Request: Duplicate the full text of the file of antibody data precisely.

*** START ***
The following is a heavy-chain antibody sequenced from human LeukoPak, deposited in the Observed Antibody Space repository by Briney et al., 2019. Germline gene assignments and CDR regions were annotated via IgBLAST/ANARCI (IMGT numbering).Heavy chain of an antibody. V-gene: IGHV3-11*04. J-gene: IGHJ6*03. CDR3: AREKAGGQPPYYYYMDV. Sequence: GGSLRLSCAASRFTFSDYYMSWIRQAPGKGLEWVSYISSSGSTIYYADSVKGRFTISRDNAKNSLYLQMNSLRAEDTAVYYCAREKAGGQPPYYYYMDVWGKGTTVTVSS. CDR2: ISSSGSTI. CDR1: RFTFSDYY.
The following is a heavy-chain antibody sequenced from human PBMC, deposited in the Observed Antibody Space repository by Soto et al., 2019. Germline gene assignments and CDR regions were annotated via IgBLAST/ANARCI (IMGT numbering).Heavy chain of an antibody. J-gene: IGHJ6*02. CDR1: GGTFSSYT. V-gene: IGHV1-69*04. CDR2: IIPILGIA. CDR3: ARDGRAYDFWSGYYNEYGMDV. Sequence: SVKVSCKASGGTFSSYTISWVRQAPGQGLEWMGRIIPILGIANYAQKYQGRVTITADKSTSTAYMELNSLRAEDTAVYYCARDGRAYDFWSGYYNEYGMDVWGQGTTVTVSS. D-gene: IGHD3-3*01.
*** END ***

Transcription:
The following is a heavy-chain antibody sequenced from human LeukoPak, deposited in the Observed Antibody Space repository by Briney et al., 2019. Germline gene assignments and CDR regions were annotated via IgBLAST/ANARCI (IMGT numbering).Heavy chain of an antibody. V-gene: IGHV3-11*04. J-gene: IGHJ6*03. CDR3: AREKAGGQPPYYYYMDV. Sequence: GGSLRLSCAASRFTFSDYYMSWIRQAPGKGLEWVSYISSSGSTIYYADSVKGRFTISRDNAKNSLYLQMNSLRAEDTAVYYCAREKAGGQPPYYYYMDVWGKGTTVTVSS. CDR2: ISSSGSTI. CDR1: RFTFSDYY.
The following is a heavy-chain antibody sequenced from human PBMC, deposited in the Observed Antibody Space repository by Soto et al., 2019. Germline gene assignments and CDR regions were annotated via IgBLAST/ANARCI (IMGT numbering).Heavy chain of an antibody. J-gene: IGHJ6*02. CDR1: GGTFSSYT. V-gene: IGHV1-69*04. CDR2: IIPILGIA. CDR3: ARDGRAYDFWSGYYNEYGMDV. Sequence: SVKVSCKASGGTFSSYTISWVRQAPGQGLEWMGRIIPILGIANYAQKYQGRVTITADKSTSTAYMELNSLRAEDTAVYYCARDGRAYDFWSGYYNEYGMDVWGQGTTVTVSS. D-gene: IGHD3-3*01.